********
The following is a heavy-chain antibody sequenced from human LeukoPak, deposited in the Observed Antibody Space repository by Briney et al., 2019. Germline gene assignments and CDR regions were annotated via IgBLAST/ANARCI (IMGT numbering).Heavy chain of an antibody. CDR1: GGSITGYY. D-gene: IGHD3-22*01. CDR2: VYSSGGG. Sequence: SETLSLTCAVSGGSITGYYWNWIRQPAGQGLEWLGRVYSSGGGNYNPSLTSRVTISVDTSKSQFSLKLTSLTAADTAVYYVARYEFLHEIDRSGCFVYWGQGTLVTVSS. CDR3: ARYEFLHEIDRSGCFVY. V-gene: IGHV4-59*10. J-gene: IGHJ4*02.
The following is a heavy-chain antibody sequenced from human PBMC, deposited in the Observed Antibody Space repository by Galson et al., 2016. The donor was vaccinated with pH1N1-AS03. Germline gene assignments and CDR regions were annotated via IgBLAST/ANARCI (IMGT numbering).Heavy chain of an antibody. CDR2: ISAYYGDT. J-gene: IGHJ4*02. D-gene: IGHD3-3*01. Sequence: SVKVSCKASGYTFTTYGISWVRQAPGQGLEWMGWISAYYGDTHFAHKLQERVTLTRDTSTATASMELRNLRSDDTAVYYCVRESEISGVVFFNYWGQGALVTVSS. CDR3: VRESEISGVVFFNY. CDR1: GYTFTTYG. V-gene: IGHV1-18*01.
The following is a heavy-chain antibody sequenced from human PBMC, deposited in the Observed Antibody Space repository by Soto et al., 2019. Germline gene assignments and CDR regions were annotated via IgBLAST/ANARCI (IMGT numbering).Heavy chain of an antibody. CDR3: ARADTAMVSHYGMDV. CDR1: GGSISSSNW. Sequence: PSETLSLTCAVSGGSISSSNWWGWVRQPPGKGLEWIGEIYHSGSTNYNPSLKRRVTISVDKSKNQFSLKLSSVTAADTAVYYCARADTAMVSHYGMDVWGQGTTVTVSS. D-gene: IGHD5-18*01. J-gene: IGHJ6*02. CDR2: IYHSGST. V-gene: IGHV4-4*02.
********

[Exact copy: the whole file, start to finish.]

The following is a heavy-chain antibody sequenced from human LeukoPak, deposited in the Observed Antibody Space repository by Briney et al., 2019. Germline gene assignments and CDR regions were annotated via IgBLAST/ANARCI (IMGT numbering).Heavy chain of an antibody. CDR1: GGSITGYY. D-gene: IGHD3-22*01. CDR2: VYSSGGG. Sequence: SETLSLTCAVSGGSITGYYWNWIRQPAGQGLEWLGRVYSSGGGNYNPSLTSRVTISVDTSKSQFSLKLTSLTAADTAVYYVARYEFLHEIDRSGCFVYWGQGTLVTVSS. CDR3: ARYEFLHEIDRSGCFVY. V-gene: IGHV4-59*10. J-gene: IGHJ4*02.
The following is a heavy-chain antibody sequenced from human PBMC, deposited in the Observed Antibody Space repository by Galson et al., 2016. The donor was vaccinated with pH1N1-AS03. Germline gene assignments and CDR regions were annotated via IgBLAST/ANARCI (IMGT numbering).Heavy chain of an antibody. CDR2: ISAYYGDT. J-gene: IGHJ4*02. D-gene: IGHD3-3*01. Sequence: SVKVSCKASGYTFTTYGISWVRQAPGQGLEWMGWISAYYGDTHFAHKLQERVTLTRDTSTATASMELRNLRSDDTAVYYCVRESEISGVVFFNYWGQGALVTVSS. CDR3: VRESEISGVVFFNY. CDR1: GYTFTTYG. V-gene: IGHV1-18*01.
The following is a heavy-chain antibody sequenced from human PBMC, deposited in the Observed Antibody Space repository by Soto et al., 2019. Germline gene assignments and CDR regions were annotated via IgBLAST/ANARCI (IMGT numbering).Heavy chain of an antibody. CDR3: ARADTAMVSHYGMDV. CDR1: GGSISSSNW. Sequence: PSETLSLTCAVSGGSISSSNWWGWVRQPPGKGLEWIGEIYHSGSTNYNPSLKRRVTISVDKSKNQFSLKLSSVTAADTAVYYCARADTAMVSHYGMDVWGQGTTVTVSS. D-gene: IGHD5-18*01. J-gene: IGHJ6*02. CDR2: IYHSGST. V-gene: IGHV4-4*02.